7.    Amos 5:24: But let justice flow like water, and righteousness, like an unfailing stream.

8.    I have shared with you only 7 references in the Bible having to do with justice out of over 150!

9.    I am praying that the Lord will open my blind eyes, that the Lord will help me to defend the cause of the oppressed and needy, and to speak up for those who have no voice.

10.  I want to be part of making sure that justice flows like a river.


I.          So, where do we begin?  I think it is best to begin by asking God to help us see and understand.

1.    Having the right perspective, and understanding everything in the proper context, is necessary, but is hard to do.

2.    At the beginning of the presentation I watched from the Digital Bible Study, our black brother named Eric Owens began by stating: “We need to understand that multiple things can be true at the same time…we need to be able to hold multiple truths in our minds at once and try to make sense of them all…for instance…America is a great place to live…America has made strides in race relations…You personally may not be a racist…and there still is systemic racism in America…all these things can be and are true at the same time.” (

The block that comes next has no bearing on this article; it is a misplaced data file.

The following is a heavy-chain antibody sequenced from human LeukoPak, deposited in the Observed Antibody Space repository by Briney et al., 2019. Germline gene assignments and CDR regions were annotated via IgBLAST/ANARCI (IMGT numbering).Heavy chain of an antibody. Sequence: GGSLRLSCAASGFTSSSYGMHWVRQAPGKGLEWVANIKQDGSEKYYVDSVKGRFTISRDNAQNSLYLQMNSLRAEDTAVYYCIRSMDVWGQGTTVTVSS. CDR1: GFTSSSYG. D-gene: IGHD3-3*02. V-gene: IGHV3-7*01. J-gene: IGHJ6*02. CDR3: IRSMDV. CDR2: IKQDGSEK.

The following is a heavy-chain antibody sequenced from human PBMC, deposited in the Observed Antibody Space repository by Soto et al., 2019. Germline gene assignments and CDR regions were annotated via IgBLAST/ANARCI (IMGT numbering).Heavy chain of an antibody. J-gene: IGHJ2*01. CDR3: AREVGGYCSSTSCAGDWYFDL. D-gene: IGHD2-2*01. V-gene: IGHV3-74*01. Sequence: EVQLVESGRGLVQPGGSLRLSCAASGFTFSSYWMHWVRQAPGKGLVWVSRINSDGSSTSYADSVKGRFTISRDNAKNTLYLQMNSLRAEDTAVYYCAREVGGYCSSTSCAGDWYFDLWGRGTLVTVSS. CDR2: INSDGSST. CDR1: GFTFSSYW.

3.    America is a great place to live in many ways, but it isn’t a perfect place, and it is better for some than for others.

4.    America has made strides in race relations, but that doesn’t mean there still isn’t a long way to go before things are truly just and right.

a.    If a man who had been beating his wife every day for years, dials it back and only beats her once a week, that is certainly progress, but should she be satisfied with that progress?

5.    You personally may not be a racist, but some are, and others have biases they are blind to.

6.    There still is systemic racism, even though many laws have been passed to get rid of racism and oppression, there still needs to be changes in police practices, educational opportunities, adequate housing for minorities across our country, and so much more.


J.         We all need perspective and understanding – we need to be able to hear and understand each other.

            1.         We need to avoid extremes and we need to avoid painting everything with too broad a brush.

2.    I really like this poster made by 18 year old Keyra Horst-Moore from the Chicago area.

3.    Her poster says: “Not all blacks are criminals. Not all whites are racists. Not all cops are bad. Ignorance comes in all colors.” (

4.    I will have more to say about her story at the end of the sermon.

5.    We must avoid all ignorance!  We need God’s wisdom, God’s love and God’s understanding.


K.        The Bible tells us to “weep with those who weep” (Romans 12:15).

1.    The Bible also tells us: “Instead, God has put the body together, giving greater honor to the less honorable, so that there would be no division in the body, but that the members would have the same concern for each other. So if one member suffers, all the members suffer with it…” (I Cor. 12:24-26).

2.    Brothers and sisters, there is a part of the body of Christ that is suffering and is weeping, and the whole body must weep and suffer with that part of the body.

3.    The part of the body of Christ that is suffering and weeping is our black brothers and sisters.


L.         Allow me to introduce to you a brother in Christ named Dr. James L. Nesmith, Jr.